Tears for the Forgotten Children

The front cover image and the image below have been taken from the AHRC’s The Forgotten Children report.

Most families with young children proudly display their artwork on the fridge for all
to admire. Often the drawing will include a smiling sun beaming down on a happy scene. Our front page image, drawn last year by a primary-school-aged child living in detention on Christmas Island, depicts a horrifying reality. Nothing but tears and a fence, arms outstretched. Let’s hope people will be so moved by this image they will stick it
on the fridge and remember the cries of the children no one can hear.

“I am 12 years old and my life is really bad and deth [death] I leave in a jail. Why I have a bad life. I think to stay in the room for ever when I go because if I stay in room no eat and no drink. I will die. Better I kill myself.”

The Australian Human Rights Commission received this letter as part of its Inquiry Questionnaire for Children and Parents in Detention last year. The author, a girl in detention on Christmas Island, had not eaten for three days and was refusing to leave her room. Her mother was on 24-hour suicide watch at the time of the Inquiry team visit in July 2014.

It is heartbreaking to think that a report looking into the health and wellbeing of children in mandatory closed immigration detention has become politicised to the point that the President of the Australian Human Rights Commission, Gillian Triggs, has been vilified by our prime minister.

Ms Triggs urged all Australians to read the report; it is easily accessible on the AHRC website. While detractors have argued that the report shows a bias in favour
of children and critical of government, it is, after all, the report of the Human Rights Commission.

The report’s introduction concludes with these words: “Ultimately we found that locked detention environments harm children, and children need to be removed from these environments as soon as possible. This is an urgent requirement for the health and wellbeing of these children.”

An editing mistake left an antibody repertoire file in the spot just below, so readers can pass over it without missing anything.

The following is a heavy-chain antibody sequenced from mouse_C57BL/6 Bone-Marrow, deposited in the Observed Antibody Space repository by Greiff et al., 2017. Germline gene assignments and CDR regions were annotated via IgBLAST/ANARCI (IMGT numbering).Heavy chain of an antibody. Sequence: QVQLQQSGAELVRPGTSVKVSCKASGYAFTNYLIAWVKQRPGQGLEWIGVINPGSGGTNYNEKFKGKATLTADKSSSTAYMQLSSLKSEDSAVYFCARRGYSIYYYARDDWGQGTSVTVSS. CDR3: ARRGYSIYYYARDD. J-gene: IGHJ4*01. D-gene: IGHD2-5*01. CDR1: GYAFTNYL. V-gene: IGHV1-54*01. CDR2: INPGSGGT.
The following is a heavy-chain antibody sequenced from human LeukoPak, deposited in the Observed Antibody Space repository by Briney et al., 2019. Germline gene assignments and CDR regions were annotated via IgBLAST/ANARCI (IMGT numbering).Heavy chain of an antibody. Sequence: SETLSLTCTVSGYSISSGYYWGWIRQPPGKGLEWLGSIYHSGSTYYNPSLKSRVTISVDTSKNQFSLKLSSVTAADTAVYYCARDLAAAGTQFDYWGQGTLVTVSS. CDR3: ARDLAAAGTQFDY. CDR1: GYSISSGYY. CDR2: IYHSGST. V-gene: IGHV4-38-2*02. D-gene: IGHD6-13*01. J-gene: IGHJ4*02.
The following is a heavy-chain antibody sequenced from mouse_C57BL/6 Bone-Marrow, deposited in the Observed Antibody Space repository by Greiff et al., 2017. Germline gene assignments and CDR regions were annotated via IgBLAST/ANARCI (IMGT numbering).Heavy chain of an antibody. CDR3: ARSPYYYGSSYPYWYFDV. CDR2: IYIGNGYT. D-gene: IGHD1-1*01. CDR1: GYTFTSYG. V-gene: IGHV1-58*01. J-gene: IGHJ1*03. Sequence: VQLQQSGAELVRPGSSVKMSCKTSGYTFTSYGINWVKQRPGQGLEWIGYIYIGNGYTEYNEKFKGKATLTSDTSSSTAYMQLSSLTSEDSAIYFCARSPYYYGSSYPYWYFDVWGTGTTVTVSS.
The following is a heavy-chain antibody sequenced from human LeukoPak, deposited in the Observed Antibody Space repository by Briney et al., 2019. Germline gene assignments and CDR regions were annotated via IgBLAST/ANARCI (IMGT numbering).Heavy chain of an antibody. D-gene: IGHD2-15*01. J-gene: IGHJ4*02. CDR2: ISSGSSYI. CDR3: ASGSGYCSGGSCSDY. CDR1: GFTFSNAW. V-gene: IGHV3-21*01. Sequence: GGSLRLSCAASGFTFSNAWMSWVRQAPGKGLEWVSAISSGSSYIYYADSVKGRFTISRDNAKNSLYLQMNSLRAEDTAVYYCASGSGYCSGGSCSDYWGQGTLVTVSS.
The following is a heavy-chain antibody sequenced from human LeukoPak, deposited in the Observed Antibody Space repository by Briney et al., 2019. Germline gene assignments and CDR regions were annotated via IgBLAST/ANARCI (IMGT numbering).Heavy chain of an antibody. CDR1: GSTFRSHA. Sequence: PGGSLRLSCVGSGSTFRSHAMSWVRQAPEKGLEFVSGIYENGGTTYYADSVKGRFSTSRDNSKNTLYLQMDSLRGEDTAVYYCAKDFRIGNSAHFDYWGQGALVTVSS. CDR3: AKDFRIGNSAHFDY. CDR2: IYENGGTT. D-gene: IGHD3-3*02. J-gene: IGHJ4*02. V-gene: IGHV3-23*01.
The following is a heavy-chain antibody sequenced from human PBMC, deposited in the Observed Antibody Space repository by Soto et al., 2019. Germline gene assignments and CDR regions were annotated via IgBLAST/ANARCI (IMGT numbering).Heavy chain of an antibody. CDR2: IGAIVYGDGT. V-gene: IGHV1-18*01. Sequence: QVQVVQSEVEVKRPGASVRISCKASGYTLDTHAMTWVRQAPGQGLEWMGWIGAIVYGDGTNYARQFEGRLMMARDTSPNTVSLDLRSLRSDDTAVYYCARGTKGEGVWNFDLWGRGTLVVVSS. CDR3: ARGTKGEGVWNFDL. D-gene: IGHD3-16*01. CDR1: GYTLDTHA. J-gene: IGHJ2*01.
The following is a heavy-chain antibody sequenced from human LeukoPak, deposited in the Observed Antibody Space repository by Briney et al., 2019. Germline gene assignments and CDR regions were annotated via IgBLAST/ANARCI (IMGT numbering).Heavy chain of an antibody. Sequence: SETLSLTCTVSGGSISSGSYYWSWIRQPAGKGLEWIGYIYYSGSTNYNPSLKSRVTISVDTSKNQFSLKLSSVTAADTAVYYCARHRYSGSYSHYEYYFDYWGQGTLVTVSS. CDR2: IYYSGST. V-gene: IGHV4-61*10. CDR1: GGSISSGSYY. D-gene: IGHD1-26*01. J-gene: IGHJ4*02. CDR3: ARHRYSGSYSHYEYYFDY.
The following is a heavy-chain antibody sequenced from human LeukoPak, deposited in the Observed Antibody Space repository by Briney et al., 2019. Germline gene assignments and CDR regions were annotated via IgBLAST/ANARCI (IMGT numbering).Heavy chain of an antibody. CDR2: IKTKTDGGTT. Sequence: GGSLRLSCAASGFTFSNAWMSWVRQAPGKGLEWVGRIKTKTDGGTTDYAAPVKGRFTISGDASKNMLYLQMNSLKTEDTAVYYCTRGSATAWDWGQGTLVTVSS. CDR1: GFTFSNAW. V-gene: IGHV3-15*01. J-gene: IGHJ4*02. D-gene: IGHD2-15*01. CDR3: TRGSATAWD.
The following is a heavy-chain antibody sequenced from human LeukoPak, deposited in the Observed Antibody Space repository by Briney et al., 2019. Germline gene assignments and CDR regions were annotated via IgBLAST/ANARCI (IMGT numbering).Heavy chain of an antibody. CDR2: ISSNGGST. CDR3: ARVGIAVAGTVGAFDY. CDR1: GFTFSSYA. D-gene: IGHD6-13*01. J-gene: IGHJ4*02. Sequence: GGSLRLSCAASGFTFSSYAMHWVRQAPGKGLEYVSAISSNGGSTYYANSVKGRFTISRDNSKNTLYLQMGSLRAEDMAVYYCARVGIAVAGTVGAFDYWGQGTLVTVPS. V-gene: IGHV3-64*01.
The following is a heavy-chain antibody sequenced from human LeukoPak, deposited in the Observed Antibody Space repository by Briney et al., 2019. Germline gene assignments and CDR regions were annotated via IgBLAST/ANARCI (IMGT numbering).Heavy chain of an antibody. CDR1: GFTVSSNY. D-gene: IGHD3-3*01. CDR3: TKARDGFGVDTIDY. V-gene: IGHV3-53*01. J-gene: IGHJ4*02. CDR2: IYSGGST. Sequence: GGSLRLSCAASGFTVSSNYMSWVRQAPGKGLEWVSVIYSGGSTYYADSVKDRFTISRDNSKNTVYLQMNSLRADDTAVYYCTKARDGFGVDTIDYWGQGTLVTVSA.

The report uses as its measure, the Convention on the Rights of the Child and argues repeatedly that Australia is in breach of its obligations under this convention. Put starkly in its findings, Australia is in clear violation of international human rights law and the physical and emotional impact of prolonged detention is unambiguous.

“A number of children have been deeply traumatised by their time in detention resulting in post-traumatic stress disorder, nightmares and self-harming,” clinicians from the Children’s Hospital at Westmead Refugee Clinic wrote in their report to the Inquiry.

Imagine family life where you are unable to cook for your children; make decisions about their education; accompany them to the park or school; decide what health service they will receive or when? It is little wonder that children lose respect for their parents, and parents lose hope and confidence?

“My children think I am a liar for bringing them here when I had told them we were coming to a safe new country,” wrote a father of three.

The Trigg report gives a voice to the voiceless. Read it for yourself and help ensure these small voices are heard.

The Forgotten Children report can be found at www.humanrights.gov.au.

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